This summer, the Eldridge Street home of The Artist’s Institute played home to an exhibition by French artist Pierre Huyghe, focusing primarily on the artist’s works with living creatures. Spiders, flies and rats were released in the gallery’s basement space earlier this summer, and their movements, adaptations and occasional escapes (some of the creatures were noted to have left the confines of the exhibition prematurely) to their new locale composed the core of the show.
Even after several months, an impressive number of insects and animals remained in the space on the last day. Spiders crawled across surfaces in the room, or sat nestled away in newly constructed webs at the corners of the room. These behaviors, which Huyghe has termed “exposures to witness,” draw their inspiration from natural history and evolutionary processes, watching how these subjects adapted to a space demarcated primarily as a human environment. To a certain degree, viewers were given the opportunity t0 control the behaviors of the animal bodies in space, and to explore how an ecosystem can be created, or at least partially referenced in a clean white cube. While some subjects seemed notably out of place, Huyghe’s spiders adapted quickly, spinning webs to capture other insects and turning them into a food source.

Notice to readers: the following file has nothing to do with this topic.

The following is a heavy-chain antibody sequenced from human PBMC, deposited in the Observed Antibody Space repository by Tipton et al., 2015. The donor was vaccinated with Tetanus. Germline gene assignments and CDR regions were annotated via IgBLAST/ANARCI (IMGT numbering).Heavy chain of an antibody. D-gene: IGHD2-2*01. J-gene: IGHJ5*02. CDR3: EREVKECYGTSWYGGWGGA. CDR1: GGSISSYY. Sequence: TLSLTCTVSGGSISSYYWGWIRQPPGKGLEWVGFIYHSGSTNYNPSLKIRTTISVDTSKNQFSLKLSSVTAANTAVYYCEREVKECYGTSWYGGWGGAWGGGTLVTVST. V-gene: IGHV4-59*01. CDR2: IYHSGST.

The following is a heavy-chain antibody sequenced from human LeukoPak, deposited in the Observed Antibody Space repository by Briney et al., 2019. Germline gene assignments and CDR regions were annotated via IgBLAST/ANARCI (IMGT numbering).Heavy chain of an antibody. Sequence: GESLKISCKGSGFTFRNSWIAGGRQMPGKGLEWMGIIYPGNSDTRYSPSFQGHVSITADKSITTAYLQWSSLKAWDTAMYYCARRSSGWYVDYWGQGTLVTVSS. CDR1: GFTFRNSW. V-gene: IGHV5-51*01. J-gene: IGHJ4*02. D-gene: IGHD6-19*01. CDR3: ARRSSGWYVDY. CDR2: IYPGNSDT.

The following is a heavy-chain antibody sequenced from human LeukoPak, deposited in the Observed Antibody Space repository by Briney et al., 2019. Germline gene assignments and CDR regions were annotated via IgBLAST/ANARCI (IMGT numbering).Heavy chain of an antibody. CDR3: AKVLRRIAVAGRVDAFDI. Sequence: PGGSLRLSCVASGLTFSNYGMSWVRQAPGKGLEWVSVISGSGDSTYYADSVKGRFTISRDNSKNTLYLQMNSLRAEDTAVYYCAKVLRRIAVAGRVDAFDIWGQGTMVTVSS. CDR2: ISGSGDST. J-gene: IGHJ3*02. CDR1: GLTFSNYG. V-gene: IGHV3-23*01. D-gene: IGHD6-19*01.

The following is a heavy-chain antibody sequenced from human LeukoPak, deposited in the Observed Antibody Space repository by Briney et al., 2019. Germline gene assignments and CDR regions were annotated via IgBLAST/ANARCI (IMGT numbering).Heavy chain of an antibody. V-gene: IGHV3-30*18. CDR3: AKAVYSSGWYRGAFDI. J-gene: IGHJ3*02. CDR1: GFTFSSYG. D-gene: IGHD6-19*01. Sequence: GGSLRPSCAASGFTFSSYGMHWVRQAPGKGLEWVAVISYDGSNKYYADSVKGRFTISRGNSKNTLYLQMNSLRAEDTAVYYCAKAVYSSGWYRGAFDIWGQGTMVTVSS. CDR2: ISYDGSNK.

Pierre Huyghe, Spider (2014) via The Artist’s Institute
In exchange with the space, Huyghe also made a point of allowing the insects their own agency. Each time an insect passed over an installed electromagnetic device, the gallery’s lights were momentarily suspended and the viewer was plunged into darkness. This created an opportunity to behold Huyghe’s radiant glow-in-the-dark work, Dress For Radium Dance. The gown in the work was inspired by a garment worn by dancer Loie Fuller during a private performance that she gave for researcher Marie Curie. The dress was made in Curie’s lab out of phosphorescent salts, and is coated with a waxy, phosphorescent finish which allowed it to appear brightly in the dark.
The exhibition also featured a performance of Huyghe’s piece Hatch, in which a fertilized button quail egg was placed in the center of the gallery, and allowed to hatch. The actual process of emergence, of life coming forth from the confines of the egg, made up the center of the work.
The exhibition, which closed this past Sunday, offered a prime opportunity to explore one of Huyghe’s most elusive and enigmatic bodies of work, pieces that are often drowned out when compared with Huyghe’s more monumental works. Repositioning the empty space of the gallery as a possible space for nurturing new life, Huyghe’s exhibition points out important dichotomies in the conceptions and potentials for the gallery as a space of experience and interaction.
— R. Proctor and D. Creahan
Exhibition page [The Artist’s Institute]